Dr. T. Iyenaga, who contributed to the April number
of the REVIEW OF REVIEWS an article on the Anglo-
Japanese alliance, writes in the June Forum on "Japan's
Mission in the Far East." Contrary to the assumption
that this mission is mainly military and antagonistic to
Russia, Dr. Iyenaga affirms that it is that of a mediator
between the forces of the East and the West. Between
the two opposed cultures of China and the Western
nations, Dr. Iyenaga holds that it is Japan's mission to
"She has studied both, and
act as an "honest broker."
knows both. Cannot China approach the Western civ-
ilization more easily through Japan than by herself or
by being coerced by the Westerners? Cannot the West
learn of China better and more easily through the inter-

pretation of Japan than by knocking its head against
the inscrutable ?"


Mr. Charles Ely Adams writes on "The Real Hobo : What He Is and How He Lives;" Prof W. J. Shearer on "Faulty Grading in Our Public Schools;" President Burke, of the San Francisco State Normal School, on "The Old Education and the New;" Prof. Moritz Levi on "Victor Hugo, the Novelist," and Dr. Henry O. Dwight, in a paper entitled "Among the Constantinople Bookshops," gives an account of the present literary tendencies in Turkey. We have quoted in another department from Mr. Albert G. Robinson's paper on "Our Legacy to the Cuban Republic."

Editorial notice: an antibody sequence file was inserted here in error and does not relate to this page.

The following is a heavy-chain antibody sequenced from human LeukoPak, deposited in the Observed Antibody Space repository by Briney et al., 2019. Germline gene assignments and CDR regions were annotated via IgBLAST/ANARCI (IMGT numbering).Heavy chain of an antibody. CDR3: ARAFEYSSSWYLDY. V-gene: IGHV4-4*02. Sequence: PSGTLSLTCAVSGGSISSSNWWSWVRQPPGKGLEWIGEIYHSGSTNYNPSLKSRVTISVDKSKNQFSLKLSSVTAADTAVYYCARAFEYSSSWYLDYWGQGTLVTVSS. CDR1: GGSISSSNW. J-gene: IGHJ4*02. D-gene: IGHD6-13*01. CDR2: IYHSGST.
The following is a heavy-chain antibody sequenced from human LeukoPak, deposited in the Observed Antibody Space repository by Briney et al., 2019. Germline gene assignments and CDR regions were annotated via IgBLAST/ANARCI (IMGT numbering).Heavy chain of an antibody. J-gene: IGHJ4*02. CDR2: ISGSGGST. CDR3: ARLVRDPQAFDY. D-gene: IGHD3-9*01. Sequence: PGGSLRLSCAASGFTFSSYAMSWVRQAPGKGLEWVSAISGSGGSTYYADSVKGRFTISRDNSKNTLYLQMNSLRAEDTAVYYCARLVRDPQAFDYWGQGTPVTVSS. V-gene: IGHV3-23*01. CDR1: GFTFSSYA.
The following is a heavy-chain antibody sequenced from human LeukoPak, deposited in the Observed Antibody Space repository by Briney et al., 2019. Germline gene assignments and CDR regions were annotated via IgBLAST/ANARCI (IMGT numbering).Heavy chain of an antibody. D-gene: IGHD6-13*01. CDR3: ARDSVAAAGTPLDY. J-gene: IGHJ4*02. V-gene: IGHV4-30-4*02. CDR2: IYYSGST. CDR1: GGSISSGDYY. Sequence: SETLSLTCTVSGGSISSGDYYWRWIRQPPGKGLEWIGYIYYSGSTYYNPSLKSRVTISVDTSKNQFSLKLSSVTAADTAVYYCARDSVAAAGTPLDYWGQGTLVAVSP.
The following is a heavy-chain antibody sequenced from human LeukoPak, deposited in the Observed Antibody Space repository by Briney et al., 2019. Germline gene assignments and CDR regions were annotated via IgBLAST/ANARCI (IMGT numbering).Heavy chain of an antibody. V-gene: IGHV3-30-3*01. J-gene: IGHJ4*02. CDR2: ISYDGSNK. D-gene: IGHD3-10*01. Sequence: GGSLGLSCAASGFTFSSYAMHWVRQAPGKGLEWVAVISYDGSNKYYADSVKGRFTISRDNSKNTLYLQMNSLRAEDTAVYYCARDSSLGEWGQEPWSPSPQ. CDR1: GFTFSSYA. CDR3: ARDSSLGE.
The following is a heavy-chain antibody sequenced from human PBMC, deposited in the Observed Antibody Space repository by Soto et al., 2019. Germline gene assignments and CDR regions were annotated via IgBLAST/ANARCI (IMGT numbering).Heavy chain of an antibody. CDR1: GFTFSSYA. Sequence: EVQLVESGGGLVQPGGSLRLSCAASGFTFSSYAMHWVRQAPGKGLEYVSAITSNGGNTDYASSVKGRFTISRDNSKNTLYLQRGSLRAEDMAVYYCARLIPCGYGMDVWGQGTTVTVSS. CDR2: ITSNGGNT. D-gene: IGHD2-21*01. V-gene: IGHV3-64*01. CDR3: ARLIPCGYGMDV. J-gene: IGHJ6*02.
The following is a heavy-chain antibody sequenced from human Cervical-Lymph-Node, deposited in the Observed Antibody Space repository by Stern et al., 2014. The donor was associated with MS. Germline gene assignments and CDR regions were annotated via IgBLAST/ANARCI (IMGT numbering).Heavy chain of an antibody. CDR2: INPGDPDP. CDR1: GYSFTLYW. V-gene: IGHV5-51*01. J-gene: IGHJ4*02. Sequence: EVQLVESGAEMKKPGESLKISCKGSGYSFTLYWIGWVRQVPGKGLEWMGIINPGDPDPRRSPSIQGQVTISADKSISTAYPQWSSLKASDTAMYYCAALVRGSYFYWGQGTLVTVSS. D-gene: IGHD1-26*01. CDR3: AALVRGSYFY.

N the Arena for June the imperial dreams of Cecil Rhodes are discussed by two writers-Reginald de Quinton, who describes himself an "an intimate business associate" of Rhodes, and Dr. Felix Oswald. Both writers recognize the valuation that Rhodes placed on material wealth, not as an end in itself, but merely as a means to the achievement of the loftiest purposes. Reginald de Quinton says that democratic federation Dr. Oswald calls him a was the ideal of his life. modern Cortez. patience.

The quality that he lacked was

"He was worn out by the same impatience and vehemence of resentment that had killed Herman Cortez, and distracted and killed Suwaroff, Bonaparte, Byron, Skobeleff, and Charles Parnell. And it must be admitted that the predominance of the characteristics that constitute the power of such men almost precludes the development of the gifts that insure the rewards of the cautious plotter. Energy such as theirs may be incompatible with patience. Their combination would imply temporary omnipotence, and is at least rare enough to explain the fact that a mission of destruction is apt to recoil upon the destroyer."

THE BANISHMENT OF THE MODERN HERETIC. The Rev. Robert E. Bisbee reviews the case of Prof. Charles W. Pearson, who resigned his chair in the Northwestern University, a Methodist institution, after expressing views which were condemned by some of the influential Church journals as heretical. The situation is thus described by Mr. Bisbee :